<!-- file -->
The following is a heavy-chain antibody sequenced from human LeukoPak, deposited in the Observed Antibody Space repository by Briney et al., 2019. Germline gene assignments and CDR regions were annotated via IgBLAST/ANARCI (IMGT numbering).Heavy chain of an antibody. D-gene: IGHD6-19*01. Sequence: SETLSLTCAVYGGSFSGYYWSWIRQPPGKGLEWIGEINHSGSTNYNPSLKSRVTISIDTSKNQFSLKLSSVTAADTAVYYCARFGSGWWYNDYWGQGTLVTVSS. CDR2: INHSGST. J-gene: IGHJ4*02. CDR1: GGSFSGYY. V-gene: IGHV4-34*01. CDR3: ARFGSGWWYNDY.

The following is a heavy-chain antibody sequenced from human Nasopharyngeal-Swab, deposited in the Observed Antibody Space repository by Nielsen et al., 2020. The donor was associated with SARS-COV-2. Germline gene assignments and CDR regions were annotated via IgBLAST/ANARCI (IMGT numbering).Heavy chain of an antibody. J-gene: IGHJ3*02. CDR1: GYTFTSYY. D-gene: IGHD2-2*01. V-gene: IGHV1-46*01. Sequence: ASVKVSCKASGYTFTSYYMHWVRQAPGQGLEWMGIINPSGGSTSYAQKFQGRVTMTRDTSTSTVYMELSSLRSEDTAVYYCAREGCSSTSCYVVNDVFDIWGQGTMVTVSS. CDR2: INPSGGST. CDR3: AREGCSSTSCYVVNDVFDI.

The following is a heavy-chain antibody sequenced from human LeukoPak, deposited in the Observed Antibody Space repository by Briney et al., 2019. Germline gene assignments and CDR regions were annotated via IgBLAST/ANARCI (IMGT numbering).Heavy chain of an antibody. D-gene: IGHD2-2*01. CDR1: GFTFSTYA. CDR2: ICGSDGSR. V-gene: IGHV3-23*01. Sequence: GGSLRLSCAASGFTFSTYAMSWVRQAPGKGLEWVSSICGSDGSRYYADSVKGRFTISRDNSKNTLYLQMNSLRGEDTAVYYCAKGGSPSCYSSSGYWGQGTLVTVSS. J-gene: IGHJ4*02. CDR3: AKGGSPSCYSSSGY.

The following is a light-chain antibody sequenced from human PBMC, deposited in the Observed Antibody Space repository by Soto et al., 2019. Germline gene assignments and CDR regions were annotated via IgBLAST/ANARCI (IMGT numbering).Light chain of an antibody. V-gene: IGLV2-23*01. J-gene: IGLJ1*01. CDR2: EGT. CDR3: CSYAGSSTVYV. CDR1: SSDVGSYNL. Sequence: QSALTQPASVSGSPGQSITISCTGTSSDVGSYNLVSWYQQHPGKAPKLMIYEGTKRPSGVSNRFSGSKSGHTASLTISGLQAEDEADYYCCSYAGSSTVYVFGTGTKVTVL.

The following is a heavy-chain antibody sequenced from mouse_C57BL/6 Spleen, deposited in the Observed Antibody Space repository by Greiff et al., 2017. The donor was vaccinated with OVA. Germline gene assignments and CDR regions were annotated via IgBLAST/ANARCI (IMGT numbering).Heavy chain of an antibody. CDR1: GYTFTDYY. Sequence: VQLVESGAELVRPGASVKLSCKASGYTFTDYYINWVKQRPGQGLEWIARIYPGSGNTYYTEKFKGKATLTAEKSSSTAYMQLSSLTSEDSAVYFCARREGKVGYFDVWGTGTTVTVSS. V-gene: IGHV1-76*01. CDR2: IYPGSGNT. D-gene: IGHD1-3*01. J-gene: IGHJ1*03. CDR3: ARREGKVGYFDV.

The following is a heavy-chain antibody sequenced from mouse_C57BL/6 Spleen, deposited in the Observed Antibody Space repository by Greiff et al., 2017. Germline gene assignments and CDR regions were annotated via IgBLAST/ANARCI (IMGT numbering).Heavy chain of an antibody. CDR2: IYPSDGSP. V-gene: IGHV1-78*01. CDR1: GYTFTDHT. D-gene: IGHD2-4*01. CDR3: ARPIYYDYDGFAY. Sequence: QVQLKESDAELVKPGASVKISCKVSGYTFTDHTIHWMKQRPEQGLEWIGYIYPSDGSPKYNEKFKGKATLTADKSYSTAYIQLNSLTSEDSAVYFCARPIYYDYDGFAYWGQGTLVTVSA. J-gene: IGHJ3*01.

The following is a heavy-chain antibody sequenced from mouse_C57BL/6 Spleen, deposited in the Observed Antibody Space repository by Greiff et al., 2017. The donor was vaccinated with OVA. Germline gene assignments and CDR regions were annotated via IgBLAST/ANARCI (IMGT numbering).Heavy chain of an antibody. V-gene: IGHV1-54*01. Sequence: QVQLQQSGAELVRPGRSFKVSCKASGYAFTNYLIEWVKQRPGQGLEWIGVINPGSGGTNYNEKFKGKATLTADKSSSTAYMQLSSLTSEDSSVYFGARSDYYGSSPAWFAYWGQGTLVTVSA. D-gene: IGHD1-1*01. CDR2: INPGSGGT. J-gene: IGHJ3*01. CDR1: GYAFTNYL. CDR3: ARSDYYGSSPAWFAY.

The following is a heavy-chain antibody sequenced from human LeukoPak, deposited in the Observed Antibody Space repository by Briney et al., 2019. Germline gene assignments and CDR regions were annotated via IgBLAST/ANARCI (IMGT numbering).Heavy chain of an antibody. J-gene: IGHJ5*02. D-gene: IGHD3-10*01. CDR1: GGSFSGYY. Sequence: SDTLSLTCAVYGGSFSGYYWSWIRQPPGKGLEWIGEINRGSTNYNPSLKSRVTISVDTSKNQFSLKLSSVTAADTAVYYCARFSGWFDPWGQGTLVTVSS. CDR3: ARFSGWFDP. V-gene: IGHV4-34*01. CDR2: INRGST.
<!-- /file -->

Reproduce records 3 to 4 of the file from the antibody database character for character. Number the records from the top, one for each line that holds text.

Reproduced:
The following is a heavy-chain antibody sequenced from human LeukoPak, deposited in the Observed Antibody Space repository by Briney et al., 2019. Germline gene assignments and CDR regions were annotated via IgBLAST/ANARCI (IMGT numbering).Heavy chain of an antibody. D-gene: IGHD2-2*01. CDR1: GFTFSTYA. CDR2: ICGSDGSR. V-gene: IGHV3-23*01. Sequence: GGSLRLSCAASGFTFSTYAMSWVRQAPGKGLEWVSSICGSDGSRYYADSVKGRFTISRDNSKNTLYLQMNSLRGEDTAVYYCAKGGSPSCYSSSGYWGQGTLVTVSS. J-gene: IGHJ4*02. CDR3: AKGGSPSCYSSSGY.

The following is a light-chain antibody sequenced from human PBMC, deposited in the Observed Antibody Space repository by Soto et al., 2019. Germline gene assignments and CDR regions were annotated via IgBLAST/ANARCI (IMGT numbering).Light chain of an antibody. V-gene: IGLV2-23*01. J-gene: IGLJ1*01. CDR2: EGT. CDR3: CSYAGSSTVYV. CDR1: SSDVGSYNL. Sequence: QSALTQPASVSGSPGQSITISCTGTSSDVGSYNLVSWYQQHPGKAPKLMIYEGTKRPSGVSNRFSGSKSGHTASLTISGLQAEDEADYYCCSYAGSSTVYVFGTGTKVTVL.